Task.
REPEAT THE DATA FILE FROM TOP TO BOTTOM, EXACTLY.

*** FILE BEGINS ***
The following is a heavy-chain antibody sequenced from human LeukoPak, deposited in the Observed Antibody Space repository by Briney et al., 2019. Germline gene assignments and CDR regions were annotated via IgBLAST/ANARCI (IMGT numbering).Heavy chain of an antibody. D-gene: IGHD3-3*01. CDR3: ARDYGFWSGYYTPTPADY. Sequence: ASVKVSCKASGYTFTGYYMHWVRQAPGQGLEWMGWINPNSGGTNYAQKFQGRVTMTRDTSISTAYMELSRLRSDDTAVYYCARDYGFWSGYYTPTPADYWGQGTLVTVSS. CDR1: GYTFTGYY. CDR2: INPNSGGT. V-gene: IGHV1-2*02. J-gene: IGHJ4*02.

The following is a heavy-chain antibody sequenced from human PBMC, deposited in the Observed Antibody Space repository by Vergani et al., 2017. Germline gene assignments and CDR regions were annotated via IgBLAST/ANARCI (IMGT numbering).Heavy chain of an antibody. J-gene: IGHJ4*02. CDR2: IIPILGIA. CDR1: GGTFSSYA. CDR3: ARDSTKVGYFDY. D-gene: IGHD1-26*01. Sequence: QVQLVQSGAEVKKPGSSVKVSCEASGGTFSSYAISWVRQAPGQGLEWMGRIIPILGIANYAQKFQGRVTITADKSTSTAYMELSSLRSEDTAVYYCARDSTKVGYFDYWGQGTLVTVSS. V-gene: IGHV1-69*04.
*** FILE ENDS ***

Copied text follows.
The following is a heavy-chain antibody sequenced from human LeukoPak, deposited in the Observed Antibody Space repository by Briney et al., 2019. Germline gene assignments and CDR regions were annotated via IgBLAST/ANARCI (IMGT numbering).Heavy chain of an antibody. D-gene: IGHD3-3*01. CDR3: ARDYGFWSGYYTPTPADY. Sequence: ASVKVSCKASGYTFTGYYMHWVRQAPGQGLEWMGWINPNSGGTNYAQKFQGRVTMTRDTSISTAYMELSRLRSDDTAVYYCARDYGFWSGYYTPTPADYWGQGTLVTVSS. CDR1: GYTFTGYY. CDR2: INPNSGGT. V-gene: IGHV1-2*02. J-gene: IGHJ4*02.

The following is a heavy-chain antibody sequenced from human PBMC, deposited in the Observed Antibody Space repository by Vergani et al., 2017. Germline gene assignments and CDR regions were annotated via IgBLAST/ANARCI (IMGT numbering).Heavy chain of an antibody. J-gene: IGHJ4*02. CDR2: IIPILGIA. CDR1: GGTFSSYA. CDR3: ARDSTKVGYFDY. D-gene: IGHD1-26*01. Sequence: QVQLVQSGAEVKKPGSSVKVSCEASGGTFSSYAISWVRQAPGQGLEWMGRIIPILGIANYAQKFQGRVTITADKSTSTAYMELSSLRSEDTAVYYCARDSTKVGYFDYWGQGTLVTVSS. V-gene: IGHV1-69*04.